Displaying a 'Genius' for the Digital Humanities
The works of poet Geoffrey Chaucer, widely considered the greatest English poet of the Middle Ages, got a 21st-century spin by students recently in a class on the Father of English literature taught by Assistant Professor of English Eric Weiskott.
Using the “Lit” category on the “Genius.com” website — which Weiskott describes as “a large digital collection of lyrics and texts that can be annotated with text, images, and video in real time” — his students were assigned to each contribute 10 annotations to the site’s texts of Chaucer’s masterpiece The Canterbury Tales, the central work in his Chaucer course.
Weiskott brought the students’ work to the attention of Genius.com’s director of education, who was so impressed that he “generously offered to send us T-shirts,” Weiskott said, which were distributed in a recent class.
Blending up-to-the-minute technology with centuries-old literary material is a hallmark of Weiskott, a new arrival at Boston College this year. Earlier in the semester, he had his students use a Yale University manuscript viewer to compare images of medieval manuscripts of The Canterbury Tales. In another example of his work in digital humanities, he cites his experience as a graduate assistant at Yale — where he received his PhD in English last spring — on a research project “Digitally Enabled Scholarship with Medieval Manuscripts,” which uses digital imaging to uncover subtle differences in ink color in medieval manuscripts.
“Digital technology can help students gain an understanding of medieval literary culture by drawing on modern cultural knowledge to illuminate medieval cultural practices,” said Weiskott.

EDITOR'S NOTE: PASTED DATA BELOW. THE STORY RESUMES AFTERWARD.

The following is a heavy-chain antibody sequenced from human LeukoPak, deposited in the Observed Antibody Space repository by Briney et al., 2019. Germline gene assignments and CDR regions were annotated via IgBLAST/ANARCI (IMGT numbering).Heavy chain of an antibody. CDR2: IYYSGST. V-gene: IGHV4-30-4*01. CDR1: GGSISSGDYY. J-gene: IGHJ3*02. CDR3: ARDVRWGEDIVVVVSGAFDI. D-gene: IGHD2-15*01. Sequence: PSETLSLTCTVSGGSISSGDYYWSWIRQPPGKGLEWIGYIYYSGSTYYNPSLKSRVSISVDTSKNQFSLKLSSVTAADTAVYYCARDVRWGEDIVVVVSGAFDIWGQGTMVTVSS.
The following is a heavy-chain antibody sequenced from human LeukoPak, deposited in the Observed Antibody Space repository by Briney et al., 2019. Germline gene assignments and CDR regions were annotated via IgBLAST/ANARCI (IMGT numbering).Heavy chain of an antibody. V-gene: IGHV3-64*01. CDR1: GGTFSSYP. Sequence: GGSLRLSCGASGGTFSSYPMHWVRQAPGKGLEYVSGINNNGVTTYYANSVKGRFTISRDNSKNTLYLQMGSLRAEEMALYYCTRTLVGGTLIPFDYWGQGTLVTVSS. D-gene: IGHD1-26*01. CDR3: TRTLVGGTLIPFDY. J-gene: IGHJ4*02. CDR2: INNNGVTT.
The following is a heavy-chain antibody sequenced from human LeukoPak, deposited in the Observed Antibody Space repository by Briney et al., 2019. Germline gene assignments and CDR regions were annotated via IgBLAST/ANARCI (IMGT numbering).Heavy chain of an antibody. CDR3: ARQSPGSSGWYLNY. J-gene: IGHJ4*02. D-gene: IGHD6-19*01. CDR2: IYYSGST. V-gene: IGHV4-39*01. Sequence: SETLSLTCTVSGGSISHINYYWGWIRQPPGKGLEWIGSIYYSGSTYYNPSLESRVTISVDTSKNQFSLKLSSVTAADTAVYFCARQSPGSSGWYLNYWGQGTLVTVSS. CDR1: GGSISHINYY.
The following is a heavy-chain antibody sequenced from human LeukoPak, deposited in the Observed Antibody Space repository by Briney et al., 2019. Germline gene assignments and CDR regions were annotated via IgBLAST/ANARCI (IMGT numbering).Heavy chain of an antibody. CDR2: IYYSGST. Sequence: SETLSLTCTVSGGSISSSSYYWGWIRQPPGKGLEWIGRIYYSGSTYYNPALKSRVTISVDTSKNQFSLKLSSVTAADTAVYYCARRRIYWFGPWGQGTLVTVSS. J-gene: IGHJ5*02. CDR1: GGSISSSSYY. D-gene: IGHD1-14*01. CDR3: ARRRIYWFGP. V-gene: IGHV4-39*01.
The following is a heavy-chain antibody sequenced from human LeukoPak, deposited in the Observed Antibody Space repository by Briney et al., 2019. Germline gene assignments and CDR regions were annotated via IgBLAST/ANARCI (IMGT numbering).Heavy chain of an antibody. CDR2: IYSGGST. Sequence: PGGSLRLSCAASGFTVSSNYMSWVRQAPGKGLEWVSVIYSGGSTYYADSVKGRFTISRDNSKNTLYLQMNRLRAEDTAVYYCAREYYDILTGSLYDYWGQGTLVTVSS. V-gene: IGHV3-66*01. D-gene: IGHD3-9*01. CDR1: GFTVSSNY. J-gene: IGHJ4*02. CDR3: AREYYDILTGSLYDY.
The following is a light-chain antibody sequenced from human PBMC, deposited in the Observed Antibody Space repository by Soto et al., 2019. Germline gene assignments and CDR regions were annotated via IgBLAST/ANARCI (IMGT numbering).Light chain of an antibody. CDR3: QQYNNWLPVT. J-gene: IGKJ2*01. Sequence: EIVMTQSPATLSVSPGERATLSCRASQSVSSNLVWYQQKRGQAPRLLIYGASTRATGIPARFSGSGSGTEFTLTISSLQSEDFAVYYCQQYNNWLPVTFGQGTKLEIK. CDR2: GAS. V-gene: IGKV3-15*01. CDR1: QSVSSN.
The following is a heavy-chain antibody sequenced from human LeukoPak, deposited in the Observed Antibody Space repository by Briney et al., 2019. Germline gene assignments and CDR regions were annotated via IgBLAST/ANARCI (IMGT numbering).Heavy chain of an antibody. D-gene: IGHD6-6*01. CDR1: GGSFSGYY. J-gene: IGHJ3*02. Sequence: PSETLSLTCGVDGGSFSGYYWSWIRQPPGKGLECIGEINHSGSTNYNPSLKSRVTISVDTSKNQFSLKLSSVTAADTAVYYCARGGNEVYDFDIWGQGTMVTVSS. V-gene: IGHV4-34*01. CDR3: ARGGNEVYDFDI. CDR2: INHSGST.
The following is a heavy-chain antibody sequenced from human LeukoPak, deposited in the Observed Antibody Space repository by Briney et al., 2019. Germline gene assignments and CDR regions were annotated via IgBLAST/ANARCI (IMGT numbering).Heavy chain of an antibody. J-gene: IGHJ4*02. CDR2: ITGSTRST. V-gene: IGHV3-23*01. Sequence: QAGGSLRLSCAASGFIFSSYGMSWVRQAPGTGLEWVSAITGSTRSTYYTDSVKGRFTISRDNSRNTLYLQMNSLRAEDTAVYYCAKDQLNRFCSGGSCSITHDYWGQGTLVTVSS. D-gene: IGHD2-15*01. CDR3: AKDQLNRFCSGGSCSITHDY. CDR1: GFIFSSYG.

Rachel Aldrich ’16, an English major pursuing a concentration in creative writing and a minor in American Studies, endorses Weiskott’s form of technology-aided pedagogy.
“This assignment really helped me understand how one of the oldest English language literary texts is still alive and vibrant in the literary community,” she said.
Digital annotation on Genius.com “is not so different from some of the ways that books got used in the Middle Ages, a time when professional scribes added handwritten annotations or ‘glosses’ to important texts,” Weiskott explained. It enables students “to put their new knowledge about medieval literature to use and publish it in a durable digital format.”
He is proud of the students’ work: “Their annotations reflect the knowledge about Chaucer that they have developed thus far in the semester. They also had a good sense of humor about the anachronism of digitally annotating a medieval text. Genius.com encourages users to include images and videos in annotations, and my students took full advantage of that feature. I think they enjoyed the assignment.”
Aldrich welcomed the opportunity to “add to the vast wealth of knowledge surrounding The Canterbury Tales with every annotation I posted, even if the points I brought up weren’t necessarily groundbreaking. It was exciting to go back to the classroom knowing that there are communities like the one on the Genius website where contemporary people are actively engaging with the text, rather than just dryly reading it in a scholarly setting.”